If you are a small enterprise or business, fourth quarter is especially too late to clean up your sales shortfalls from Q1-3.
You “should be” looking ahead, through your business windshield, at how you will implement your 2015 customer acquisition (aka “sales”) strategy. Instead, you are looking backward at your 2014 YTD books, wondering why you are playing revenue catch-up once again.
The smaller the enterprise or business, the greater the impact of your sales shortfalls. It’s a function of your critical mass.
What are your strategies, moving forward? I’ve heard more than a few CEOs tell me that “things will be different in the New Year.” Companies allegedly will release budgets. Projects put on hold will move forward.
There’s no guarantee that your customers will give you the business once things loosen up. Even though you may have submitted RFQs or RFPs. Even though buyers told you that you are in line to be awarded a contract.
Business isn’t conducted in a vacuum. The conditions of business engagement have changed sometime between when those budgets were frozen or projects were stalled – and now.
Your customers’ businesses kept moving forward. Has yours been inactive, waiting for something that may not ever occur?
Ask yourself these 5 questions as you close out Q3 and move into Q4. In fact, consider asking yourself these 5 questions every quarter, instead of annually.
- How have you kept up communications with your current and prospective customers while they placed your entire company “on hold”?
- What is the quality of your communications, that social part of your business? How, what and when you communicate can mean the difference between shortfall and windfall during the following business year.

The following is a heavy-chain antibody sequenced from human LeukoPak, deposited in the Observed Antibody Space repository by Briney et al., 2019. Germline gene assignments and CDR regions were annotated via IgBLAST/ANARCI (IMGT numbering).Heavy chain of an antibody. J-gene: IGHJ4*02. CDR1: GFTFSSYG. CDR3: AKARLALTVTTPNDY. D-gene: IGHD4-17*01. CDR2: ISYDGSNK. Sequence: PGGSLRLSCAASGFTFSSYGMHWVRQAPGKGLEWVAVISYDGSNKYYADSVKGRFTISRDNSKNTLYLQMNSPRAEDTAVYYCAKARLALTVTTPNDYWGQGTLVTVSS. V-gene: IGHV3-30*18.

- Are you leaving revenue generation completely in the hands of a contracted sales force? Far too many of you eschew the importance of your taking a primary selling role for your company. There is nothing more compelling than you, the CEO, making direct contact with decision makers at key accounts, for starters.
- How much does your contracted sales force like to sell…. for you? These sellers like to earn commission. If your revenue stream is going south, their attention will be turned to more lucrative opportunities from other more well-positioned employers. Where does that leave your company, except behind the same 8-ball as last year.
- Are contracted sellers providing optimum value in their communications with your customers? Contracted sellers are hired guns. They like to sell, any way they can. That includes targeting low hanging fruit. However, they may be lousy at communication, other than “touching base” with customers once a quarter to see “how things are going.” There’s no value in that tack.
Sales, and revenue generation, are the lifeblood of any organization. So are sales shortfalls. If sales shortfalls are the norm in your company, it’s high time to head up the sales initiative by clearly articulating the targets for your sales people.
Why would you consider leaving the fate of your company in anyone else’s hands but yours?
Babette Ten Haken, Founder & President of Sales Aerobics for Engineers®, LLC is a catalyst for small to midsized businesses transitioning forward, startups in search of growth strategies and professionals who want to develop cross-functional, collaborative core competencies for their next career move. Visit her Free Resources page for tools and tips to drive revenue.